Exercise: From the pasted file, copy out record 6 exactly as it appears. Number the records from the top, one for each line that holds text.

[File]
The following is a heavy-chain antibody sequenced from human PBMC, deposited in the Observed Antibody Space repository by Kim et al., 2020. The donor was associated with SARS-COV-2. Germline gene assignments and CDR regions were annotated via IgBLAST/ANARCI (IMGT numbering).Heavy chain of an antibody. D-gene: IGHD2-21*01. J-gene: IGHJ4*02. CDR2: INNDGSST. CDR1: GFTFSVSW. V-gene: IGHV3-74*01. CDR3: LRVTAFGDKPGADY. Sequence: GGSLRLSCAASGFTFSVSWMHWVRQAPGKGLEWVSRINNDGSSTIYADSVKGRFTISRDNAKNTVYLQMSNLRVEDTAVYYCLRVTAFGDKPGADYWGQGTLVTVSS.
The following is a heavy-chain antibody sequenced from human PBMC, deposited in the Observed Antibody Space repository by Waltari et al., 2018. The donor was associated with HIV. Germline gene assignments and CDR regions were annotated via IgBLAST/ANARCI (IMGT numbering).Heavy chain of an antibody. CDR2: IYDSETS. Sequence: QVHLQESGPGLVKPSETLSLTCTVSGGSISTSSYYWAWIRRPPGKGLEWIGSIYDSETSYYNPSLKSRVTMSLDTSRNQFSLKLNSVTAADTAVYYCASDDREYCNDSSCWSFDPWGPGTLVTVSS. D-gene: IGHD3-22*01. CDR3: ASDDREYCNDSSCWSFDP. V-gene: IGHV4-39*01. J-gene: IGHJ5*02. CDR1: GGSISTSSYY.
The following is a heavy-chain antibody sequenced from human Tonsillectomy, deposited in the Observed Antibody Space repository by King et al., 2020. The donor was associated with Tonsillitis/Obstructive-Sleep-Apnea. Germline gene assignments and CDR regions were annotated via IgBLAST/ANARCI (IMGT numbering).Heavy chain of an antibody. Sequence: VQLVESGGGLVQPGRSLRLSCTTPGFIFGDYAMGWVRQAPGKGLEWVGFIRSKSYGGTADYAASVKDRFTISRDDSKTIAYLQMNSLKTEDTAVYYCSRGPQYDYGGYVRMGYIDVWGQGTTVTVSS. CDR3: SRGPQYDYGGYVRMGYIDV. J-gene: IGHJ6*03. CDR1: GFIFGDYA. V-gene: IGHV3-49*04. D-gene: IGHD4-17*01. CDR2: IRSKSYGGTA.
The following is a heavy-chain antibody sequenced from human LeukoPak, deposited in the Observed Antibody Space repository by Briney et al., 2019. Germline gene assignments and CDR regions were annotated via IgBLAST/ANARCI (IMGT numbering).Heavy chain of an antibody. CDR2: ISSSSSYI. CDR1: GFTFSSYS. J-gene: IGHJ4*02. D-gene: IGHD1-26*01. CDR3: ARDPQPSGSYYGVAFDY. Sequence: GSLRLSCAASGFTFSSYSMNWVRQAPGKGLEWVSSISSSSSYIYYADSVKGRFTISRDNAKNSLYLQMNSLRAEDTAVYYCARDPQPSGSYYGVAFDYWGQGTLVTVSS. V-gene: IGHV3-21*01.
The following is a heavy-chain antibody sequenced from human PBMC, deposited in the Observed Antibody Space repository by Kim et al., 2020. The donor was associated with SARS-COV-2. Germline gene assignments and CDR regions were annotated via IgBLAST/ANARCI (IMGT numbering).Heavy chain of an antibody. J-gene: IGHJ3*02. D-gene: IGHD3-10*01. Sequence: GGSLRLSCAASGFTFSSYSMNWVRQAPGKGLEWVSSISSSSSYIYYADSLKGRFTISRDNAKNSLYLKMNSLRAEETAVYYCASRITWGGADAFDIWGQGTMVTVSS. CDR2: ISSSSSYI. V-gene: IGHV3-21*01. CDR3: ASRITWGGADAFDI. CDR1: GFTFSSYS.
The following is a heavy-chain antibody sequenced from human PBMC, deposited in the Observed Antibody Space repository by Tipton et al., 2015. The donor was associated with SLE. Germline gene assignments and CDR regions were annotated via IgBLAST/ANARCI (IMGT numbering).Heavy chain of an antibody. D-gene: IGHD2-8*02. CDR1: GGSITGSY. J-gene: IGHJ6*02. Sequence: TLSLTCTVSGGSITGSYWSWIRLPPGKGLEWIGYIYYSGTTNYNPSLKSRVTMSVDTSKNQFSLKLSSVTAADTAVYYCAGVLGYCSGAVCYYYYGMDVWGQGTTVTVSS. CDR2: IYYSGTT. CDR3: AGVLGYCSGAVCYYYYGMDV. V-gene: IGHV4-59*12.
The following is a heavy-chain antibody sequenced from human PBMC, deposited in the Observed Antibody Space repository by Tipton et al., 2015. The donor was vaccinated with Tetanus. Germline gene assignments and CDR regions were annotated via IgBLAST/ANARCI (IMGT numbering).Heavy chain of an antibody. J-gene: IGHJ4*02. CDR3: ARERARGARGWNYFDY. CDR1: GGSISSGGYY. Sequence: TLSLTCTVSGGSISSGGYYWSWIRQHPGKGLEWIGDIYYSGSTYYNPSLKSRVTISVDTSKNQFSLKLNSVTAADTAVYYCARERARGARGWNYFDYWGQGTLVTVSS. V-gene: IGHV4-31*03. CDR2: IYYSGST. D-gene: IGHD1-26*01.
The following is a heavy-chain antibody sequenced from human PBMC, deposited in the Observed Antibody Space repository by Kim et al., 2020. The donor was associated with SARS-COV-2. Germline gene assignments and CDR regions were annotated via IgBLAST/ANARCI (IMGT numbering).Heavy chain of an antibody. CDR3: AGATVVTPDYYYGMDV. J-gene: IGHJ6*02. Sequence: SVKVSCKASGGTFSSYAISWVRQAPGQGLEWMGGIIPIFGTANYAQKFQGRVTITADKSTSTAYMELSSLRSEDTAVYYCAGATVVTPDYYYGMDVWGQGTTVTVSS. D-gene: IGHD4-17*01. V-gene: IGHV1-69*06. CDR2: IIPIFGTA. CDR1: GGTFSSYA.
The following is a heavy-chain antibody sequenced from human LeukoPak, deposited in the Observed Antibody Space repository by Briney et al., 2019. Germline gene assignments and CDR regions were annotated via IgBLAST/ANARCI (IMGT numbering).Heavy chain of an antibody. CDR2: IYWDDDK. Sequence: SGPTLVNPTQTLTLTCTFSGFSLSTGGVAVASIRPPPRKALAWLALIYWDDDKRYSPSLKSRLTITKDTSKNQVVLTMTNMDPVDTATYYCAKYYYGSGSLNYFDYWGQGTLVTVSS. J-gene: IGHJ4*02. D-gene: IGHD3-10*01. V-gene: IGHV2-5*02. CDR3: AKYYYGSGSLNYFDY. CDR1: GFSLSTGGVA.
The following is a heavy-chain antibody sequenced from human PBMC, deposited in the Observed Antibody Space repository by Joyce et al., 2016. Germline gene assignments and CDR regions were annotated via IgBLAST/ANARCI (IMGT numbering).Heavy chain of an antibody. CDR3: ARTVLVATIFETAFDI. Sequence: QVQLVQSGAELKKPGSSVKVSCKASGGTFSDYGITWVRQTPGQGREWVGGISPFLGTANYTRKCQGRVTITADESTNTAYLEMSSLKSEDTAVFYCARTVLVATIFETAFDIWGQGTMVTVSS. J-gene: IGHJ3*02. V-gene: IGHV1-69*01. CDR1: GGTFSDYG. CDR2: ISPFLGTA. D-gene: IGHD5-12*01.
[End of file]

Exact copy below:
The following is a heavy-chain antibody sequenced from human PBMC, deposited in the Observed Antibody Space repository by Tipton et al., 2015. The donor was associated with SLE. Germline gene assignments and CDR regions were annotated via IgBLAST/ANARCI (IMGT numbering).Heavy chain of an antibody. D-gene: IGHD2-8*02. CDR1: GGSITGSY. J-gene: IGHJ6*02. Sequence: TLSLTCTVSGGSITGSYWSWIRLPPGKGLEWIGYIYYSGTTNYNPSLKSRVTMSVDTSKNQFSLKLSSVTAADTAVYYCAGVLGYCSGAVCYYYYGMDVWGQGTTVTVSS. CDR2: IYYSGTT. CDR3: AGVLGYCSGAVCYYYYGMDV. V-gene: IGHV4-59*12.